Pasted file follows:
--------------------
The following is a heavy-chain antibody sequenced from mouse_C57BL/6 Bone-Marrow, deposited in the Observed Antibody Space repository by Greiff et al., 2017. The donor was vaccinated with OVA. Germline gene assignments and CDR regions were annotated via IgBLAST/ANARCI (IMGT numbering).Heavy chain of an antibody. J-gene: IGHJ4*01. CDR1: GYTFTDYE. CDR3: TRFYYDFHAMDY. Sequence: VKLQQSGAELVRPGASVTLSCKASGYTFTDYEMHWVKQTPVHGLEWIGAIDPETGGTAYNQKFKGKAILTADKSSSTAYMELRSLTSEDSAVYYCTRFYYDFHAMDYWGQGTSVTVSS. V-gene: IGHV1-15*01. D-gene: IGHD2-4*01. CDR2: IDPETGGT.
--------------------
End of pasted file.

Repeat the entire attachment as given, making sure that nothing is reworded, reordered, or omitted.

The following is a heavy-chain antibody sequenced from mouse_C57BL/6 Bone-Marrow, deposited in the Observed Antibody Space repository by Greiff et al., 2017. The donor was vaccinated with OVA. Germline gene assignments and CDR regions were annotated via IgBLAST/ANARCI (IMGT numbering).Heavy chain of an antibody. J-gene: IGHJ4*01. CDR1: GYTFTDYE. CDR3: TRFYYDFHAMDY. Sequence: VKLQQSGAELVRPGASVTLSCKASGYTFTDYEMHWVKQTPVHGLEWIGAIDPETGGTAYNQKFKGKAILTADKSSSTAYMELRSLTSEDSAVYYCTRFYYDFHAMDYWGQGTSVTVSS. V-gene: IGHV1-15*01. D-gene: IGHD2-4*01. CDR2: IDPETGGT.